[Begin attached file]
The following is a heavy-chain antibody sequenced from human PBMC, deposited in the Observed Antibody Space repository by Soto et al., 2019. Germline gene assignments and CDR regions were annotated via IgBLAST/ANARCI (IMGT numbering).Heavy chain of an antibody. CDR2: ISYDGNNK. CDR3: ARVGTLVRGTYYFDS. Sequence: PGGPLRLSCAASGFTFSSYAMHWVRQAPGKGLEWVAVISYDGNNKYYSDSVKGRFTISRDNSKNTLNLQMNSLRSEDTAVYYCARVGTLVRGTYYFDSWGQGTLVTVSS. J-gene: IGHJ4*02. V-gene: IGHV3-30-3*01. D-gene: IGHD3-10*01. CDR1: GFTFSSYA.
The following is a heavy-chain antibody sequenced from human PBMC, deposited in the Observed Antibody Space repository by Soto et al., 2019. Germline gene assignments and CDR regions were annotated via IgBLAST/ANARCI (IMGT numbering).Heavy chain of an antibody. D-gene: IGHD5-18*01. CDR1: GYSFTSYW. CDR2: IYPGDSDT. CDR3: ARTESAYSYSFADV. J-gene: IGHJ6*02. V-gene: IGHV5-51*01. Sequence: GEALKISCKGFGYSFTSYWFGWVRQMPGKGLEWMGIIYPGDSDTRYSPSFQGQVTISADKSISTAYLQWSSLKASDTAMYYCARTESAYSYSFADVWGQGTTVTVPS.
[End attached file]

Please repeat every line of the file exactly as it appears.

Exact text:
The following is a heavy-chain antibody sequenced from human PBMC, deposited in the Observed Antibody Space repository by Soto et al., 2019. Germline gene assignments and CDR regions were annotated via IgBLAST/ANARCI (IMGT numbering).Heavy chain of an antibody. CDR2: ISYDGNNK. CDR3: ARVGTLVRGTYYFDS. Sequence: PGGPLRLSCAASGFTFSSYAMHWVRQAPGKGLEWVAVISYDGNNKYYSDSVKGRFTISRDNSKNTLNLQMNSLRSEDTAVYYCARVGTLVRGTYYFDSWGQGTLVTVSS. J-gene: IGHJ4*02. V-gene: IGHV3-30-3*01. D-gene: IGHD3-10*01. CDR1: GFTFSSYA.
The following is a heavy-chain antibody sequenced from human PBMC, deposited in the Observed Antibody Space repository by Soto et al., 2019. Germline gene assignments and CDR regions were annotated via IgBLAST/ANARCI (IMGT numbering).Heavy chain of an antibody. D-gene: IGHD5-18*01. CDR1: GYSFTSYW. CDR2: IYPGDSDT. CDR3: ARTESAYSYSFADV. J-gene: IGHJ6*02. V-gene: IGHV5-51*01. Sequence: GEALKISCKGFGYSFTSYWFGWVRQMPGKGLEWMGIIYPGDSDTRYSPSFQGQVTISADKSISTAYLQWSSLKASDTAMYYCARTESAYSYSFADVWGQGTTVTVPS.